Sales drop, prices jump for metro Detroit real estate market in January. File photo DETROIT, MI - January marked the 11th straight month that metro Detroit median home sales prices rose by double-digits, climbing 38 percent year-over year to $110,000 according to Realcomp.
Whiles sales prices continued to grow, inventory and the number of sales continued to shrink. Realcomp, the Farmington Hills-based multiple listings service for southeast Michigan, reports that home sales in metro Detroit fell 14 percent to 3,336 units in January. Sales in terms of units were flat in December. Across Realcomp's total coverage area, which includes southeast Michigan and a small portion of northern Ohio, on-market inventory shrunk 10 percent to 19,263 homes. Whites moving to Detroit, city that epitomized white flight. DETROIT — Whites are moving back to the American city that came to epitomize white flight, even as blacks continue to leave for the suburbs and the city’s overall population shrinks.
Detroit is the latest major city to see an influx of whites who may not find the suburbs as alluring as their parents and grandparents did in the last half of the 20th century. Unlike New York, San Francisco and many other cities that have seen the demographic shift, though, it is cheap housing and incentive programs that are partly fueling the regrowth of the Motor City’s white population. “For any individual who wants to build a company or contribute to the city, Detroit is the perfect place to be,” said Bruce Katz, co-director of the Global Cities Initiative at the Washington-based Brookings Institution. “You can come to Detroit and you can really make a difference.” “A young person can move here with $10,000 and start up a small flex space for artists or artists’ studios,” Seger said. Elizabeth St. St. Metro detroit housing prices. The median sales price of homes and condominiums in Metro Detroit hit an eight-year high of $165,000 in May, while total sales of residential properties jumped by 8 percent compared with a year ago, according to data by Farmington Hills-based Realcomp II Ltd.
The sales figures continue to show the new normal in the Metro Detroit housing market: prices steadily climbing as inventory remains far below pre-recession levels. The result is that home buyers often find themselves in bidding wars over properties, said Patrick Carolan, a realtor for Coldwell Banker Weir Manuel in Birmingham. “It is competitive, lots of overbids, lots of multiple offer situations,” Carolan said. Like many realtors, Carolan said it’s too hard to predict more inventory will come online.
“If it was going to change this year, it would have probably already happened,” he said. For the past several years, scarce inventory has plagued the market. Inventory remains low for a number of reasons. Laguilar@detroitnews.com. "Devil's Night" Fires Doused In Detroit. The city that used to burn on the night before Halloween as mischief-makers torched abandoned buildings has largely doused its Devil's Night by mobilizing tens of thousands of citizens and law-enforcement personnel each year to patrol city neighborhoods.
"It's unfortunate of course that we have to do this, but this is the hand we're dealt," said Luther Keith, executive director of ARISE Detroit! , a coalition of community groups hoping to keep Detroit safe from fires and vandalism around Halloween. At its peak in 1984, 810 fires were reported in Detroit from Oct. 29 to 31, fueled by, among other things, Devil's Night's growing notoriety and the city's large number of abandoned buildings. But the number of blazes has dropped - 147 fires were reported last year for the three days ending Oct. 31, up from the 113 reported in 2006 and 121 in 2005.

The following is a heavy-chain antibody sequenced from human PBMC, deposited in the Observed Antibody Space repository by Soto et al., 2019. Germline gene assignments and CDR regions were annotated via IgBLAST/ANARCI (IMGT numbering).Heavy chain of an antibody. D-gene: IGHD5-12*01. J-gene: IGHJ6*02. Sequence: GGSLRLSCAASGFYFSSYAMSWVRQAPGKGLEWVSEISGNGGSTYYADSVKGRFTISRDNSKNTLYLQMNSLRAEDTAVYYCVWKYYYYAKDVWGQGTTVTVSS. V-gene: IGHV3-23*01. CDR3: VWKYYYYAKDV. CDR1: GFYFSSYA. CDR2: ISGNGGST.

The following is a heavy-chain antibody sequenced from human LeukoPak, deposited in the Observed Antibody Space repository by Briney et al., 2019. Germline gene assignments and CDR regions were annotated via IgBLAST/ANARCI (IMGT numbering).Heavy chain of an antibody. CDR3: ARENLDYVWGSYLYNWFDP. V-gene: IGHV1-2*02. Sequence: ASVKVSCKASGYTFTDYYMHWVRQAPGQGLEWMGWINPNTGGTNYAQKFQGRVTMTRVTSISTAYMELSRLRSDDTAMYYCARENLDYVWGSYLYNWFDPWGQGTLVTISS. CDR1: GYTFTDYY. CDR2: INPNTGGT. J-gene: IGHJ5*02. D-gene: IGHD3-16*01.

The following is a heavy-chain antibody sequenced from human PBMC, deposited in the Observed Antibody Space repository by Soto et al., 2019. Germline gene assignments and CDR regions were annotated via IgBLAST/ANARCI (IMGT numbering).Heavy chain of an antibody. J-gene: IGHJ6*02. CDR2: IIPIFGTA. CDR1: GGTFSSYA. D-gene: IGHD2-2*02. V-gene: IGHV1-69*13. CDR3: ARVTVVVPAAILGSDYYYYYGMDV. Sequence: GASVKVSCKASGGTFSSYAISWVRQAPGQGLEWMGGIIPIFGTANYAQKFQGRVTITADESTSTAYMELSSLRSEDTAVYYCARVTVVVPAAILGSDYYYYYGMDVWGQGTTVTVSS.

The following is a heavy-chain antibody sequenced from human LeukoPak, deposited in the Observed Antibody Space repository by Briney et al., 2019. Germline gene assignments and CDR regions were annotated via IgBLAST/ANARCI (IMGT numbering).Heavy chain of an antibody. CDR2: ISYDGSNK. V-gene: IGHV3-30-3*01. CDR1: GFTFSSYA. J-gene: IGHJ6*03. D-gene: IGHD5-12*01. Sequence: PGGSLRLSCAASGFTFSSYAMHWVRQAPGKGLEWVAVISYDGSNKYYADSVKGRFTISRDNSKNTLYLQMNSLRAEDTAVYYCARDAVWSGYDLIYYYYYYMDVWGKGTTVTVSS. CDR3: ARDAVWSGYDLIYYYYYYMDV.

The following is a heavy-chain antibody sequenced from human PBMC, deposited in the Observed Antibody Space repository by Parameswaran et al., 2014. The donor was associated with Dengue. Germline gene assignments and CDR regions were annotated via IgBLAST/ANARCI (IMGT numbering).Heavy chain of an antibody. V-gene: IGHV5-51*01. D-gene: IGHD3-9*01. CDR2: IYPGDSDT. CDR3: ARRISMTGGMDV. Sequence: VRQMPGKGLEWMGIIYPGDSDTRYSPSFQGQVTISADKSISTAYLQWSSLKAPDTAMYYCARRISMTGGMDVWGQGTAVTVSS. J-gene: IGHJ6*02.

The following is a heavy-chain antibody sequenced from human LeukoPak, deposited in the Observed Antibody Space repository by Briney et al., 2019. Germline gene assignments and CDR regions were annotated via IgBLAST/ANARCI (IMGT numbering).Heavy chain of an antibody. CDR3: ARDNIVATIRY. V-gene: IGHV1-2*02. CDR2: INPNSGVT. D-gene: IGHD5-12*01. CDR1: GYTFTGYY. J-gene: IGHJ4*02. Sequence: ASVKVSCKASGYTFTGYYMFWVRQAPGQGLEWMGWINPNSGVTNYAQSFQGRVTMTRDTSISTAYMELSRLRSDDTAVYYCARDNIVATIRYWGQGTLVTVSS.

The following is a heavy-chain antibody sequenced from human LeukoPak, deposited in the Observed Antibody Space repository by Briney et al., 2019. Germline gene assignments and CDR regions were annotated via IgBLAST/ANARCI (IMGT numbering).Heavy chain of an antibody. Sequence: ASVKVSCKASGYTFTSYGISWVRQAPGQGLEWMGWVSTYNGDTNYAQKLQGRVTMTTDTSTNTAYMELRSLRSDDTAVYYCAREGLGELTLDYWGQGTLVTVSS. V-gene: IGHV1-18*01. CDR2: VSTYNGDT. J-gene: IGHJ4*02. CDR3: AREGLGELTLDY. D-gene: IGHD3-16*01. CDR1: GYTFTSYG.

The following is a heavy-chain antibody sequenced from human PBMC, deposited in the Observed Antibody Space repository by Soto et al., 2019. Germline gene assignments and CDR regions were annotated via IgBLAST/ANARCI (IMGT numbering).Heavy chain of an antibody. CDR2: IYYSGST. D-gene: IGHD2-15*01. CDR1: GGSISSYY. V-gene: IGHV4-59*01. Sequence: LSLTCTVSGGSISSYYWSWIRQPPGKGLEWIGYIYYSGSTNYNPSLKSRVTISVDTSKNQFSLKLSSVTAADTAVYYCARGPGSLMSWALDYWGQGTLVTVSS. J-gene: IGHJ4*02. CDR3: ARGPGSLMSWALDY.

"It's a testament to Detroiters that we understand that we have to be proactive," Keith said. Housing crisis accelerates blight in Detroit neighborhoods. By Debra Watson and Anne Moore 21 October 2008 Dire conditions in a once prosperous East Side Detroit neighborhood underscore the impact the wave of home foreclosures is having on working people across the United States.
While the effect of the mortgage crisis on the Wall Street banks is headline news, the media rarely inquires into the social consequences of the foreclosure epidemic. Some three-quarters of a million people have lost their homes across the US so far this year and foreclosure filings are up 82.6 percent from a year ago, according to the web site ForeclosureS.com. The same report notes that 107,500 homes were lost in September alone. The city of Detroit has the highest repossession rate for a major city in the US, with real-estate owned (REO) homes—that is, homes repossessed by banks or mortgage holders—at 3.7 percent in 2007.
The social reality behind these figures is illustrated by a recent sale of a foreclosed home in Detroit. "Look around here. Detroit’s Real Estate Market Sees Rebound - News Features. Detroit's Housing Disaster Is Its Leaders' Fault. Private citizens pick up the slack as Detroit cuts public services. With the city of Detroit now $2.5 billion in debt and the cancellation of city services, teams of private citizens are helping to provide basic services.
To avoid bankruptcy, the city is being run by an independent emergency manager. Payments on unsecured debt were already canceled last month in an effort to save money and spend what they have on services such as the police force and fire departments. But with the lack of funds come the dismissal of several city services, which has spurred a measure of civic pride, Fox News reports. After the city abandoned a long awaited light-rail project, 26-year-old Andy Didirosi was “pissed” and chose to fund a transportation plan himself. A self-described “gearhead,” Didirosi had several old Greyhounds and school buses on hand and started the Detroit Bus Company, Fox reports.